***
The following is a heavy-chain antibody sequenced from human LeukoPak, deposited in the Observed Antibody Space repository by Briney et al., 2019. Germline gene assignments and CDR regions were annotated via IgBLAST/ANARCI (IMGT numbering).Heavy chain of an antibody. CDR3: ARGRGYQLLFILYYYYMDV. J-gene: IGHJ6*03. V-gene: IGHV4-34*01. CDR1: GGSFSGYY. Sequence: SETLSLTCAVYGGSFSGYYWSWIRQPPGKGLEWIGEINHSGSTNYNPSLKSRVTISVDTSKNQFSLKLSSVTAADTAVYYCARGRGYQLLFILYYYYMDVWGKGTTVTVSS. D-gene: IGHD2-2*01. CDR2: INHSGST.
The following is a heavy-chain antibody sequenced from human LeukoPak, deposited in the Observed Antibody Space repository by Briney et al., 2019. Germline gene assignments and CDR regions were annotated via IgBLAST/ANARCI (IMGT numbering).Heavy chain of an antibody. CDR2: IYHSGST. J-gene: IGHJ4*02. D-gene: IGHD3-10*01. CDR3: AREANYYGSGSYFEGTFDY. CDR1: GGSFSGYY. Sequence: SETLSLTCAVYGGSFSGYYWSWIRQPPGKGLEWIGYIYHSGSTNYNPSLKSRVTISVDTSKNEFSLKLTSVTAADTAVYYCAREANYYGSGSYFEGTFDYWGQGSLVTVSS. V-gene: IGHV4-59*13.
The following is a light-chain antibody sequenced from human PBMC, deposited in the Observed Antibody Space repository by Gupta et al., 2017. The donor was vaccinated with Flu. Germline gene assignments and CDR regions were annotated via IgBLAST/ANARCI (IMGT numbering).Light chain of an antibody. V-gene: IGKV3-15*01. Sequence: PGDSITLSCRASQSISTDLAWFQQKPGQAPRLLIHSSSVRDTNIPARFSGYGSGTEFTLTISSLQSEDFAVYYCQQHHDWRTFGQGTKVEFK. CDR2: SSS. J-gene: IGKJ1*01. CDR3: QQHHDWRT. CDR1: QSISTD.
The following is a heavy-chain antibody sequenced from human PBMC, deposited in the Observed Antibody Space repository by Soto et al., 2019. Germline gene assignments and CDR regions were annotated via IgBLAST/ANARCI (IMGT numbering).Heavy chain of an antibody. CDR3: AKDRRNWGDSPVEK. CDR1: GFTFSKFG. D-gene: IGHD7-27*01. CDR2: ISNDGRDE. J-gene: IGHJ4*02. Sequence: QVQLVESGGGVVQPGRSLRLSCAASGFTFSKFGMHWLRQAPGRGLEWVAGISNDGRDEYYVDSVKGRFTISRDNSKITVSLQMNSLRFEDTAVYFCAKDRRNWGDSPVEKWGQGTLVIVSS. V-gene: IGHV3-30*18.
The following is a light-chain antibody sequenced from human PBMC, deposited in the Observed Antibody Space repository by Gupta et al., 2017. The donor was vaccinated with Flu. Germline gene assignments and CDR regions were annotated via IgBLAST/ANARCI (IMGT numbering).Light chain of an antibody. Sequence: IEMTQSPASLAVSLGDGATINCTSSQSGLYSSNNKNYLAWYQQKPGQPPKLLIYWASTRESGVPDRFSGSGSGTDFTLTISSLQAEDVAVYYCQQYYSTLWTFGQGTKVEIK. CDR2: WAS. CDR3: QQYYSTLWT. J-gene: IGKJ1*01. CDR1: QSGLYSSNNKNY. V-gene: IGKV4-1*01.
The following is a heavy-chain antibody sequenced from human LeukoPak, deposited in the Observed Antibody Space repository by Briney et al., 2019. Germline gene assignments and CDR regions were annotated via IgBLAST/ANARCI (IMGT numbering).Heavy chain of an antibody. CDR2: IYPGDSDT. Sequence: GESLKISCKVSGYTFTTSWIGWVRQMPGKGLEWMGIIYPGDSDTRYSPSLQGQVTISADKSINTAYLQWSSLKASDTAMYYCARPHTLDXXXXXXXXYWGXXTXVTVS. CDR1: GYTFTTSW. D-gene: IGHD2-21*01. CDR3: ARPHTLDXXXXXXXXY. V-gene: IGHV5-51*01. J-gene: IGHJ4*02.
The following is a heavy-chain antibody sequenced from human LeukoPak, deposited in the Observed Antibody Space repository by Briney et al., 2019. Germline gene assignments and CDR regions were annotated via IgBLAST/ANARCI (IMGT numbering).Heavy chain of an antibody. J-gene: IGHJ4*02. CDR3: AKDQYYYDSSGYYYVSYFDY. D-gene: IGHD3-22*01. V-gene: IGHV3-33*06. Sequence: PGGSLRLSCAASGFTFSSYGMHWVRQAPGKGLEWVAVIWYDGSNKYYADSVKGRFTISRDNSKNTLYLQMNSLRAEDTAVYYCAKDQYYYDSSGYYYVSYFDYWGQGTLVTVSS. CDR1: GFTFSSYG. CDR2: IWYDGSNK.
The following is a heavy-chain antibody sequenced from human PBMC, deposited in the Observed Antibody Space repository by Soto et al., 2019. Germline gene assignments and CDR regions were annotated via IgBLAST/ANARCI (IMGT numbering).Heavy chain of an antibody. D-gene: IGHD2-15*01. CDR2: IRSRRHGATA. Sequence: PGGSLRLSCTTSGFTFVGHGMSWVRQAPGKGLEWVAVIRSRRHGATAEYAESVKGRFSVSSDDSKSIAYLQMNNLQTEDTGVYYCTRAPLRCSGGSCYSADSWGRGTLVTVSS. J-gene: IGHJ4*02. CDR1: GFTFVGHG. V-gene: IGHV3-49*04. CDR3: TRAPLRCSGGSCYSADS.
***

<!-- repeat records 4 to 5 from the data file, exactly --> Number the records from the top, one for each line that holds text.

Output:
The following is a heavy-chain antibody sequenced from human PBMC, deposited in the Observed Antibody Space repository by Soto et al., 2019. Germline gene assignments and CDR regions were annotated via IgBLAST/ANARCI (IMGT numbering).Heavy chain of an antibody. CDR3: AKDRRNWGDSPVEK. CDR1: GFTFSKFG. D-gene: IGHD7-27*01. CDR2: ISNDGRDE. J-gene: IGHJ4*02. Sequence: QVQLVESGGGVVQPGRSLRLSCAASGFTFSKFGMHWLRQAPGRGLEWVAGISNDGRDEYYVDSVKGRFTISRDNSKITVSLQMNSLRFEDTAVYFCAKDRRNWGDSPVEKWGQGTLVIVSS. V-gene: IGHV3-30*18.
The following is a light-chain antibody sequenced from human PBMC, deposited in the Observed Antibody Space repository by Gupta et al., 2017. The donor was vaccinated with Flu. Germline gene assignments and CDR regions were annotated via IgBLAST/ANARCI (IMGT numbering).Light chain of an antibody. Sequence: IEMTQSPASLAVSLGDGATINCTSSQSGLYSSNNKNYLAWYQQKPGQPPKLLIYWASTRESGVPDRFSGSGSGTDFTLTISSLQAEDVAVYYCQQYYSTLWTFGQGTKVEIK. CDR2: WAS. CDR3: QQYYSTLWT. J-gene: IGKJ1*01. CDR1: QSGLYSSNNKNY. V-gene: IGKV4-1*01.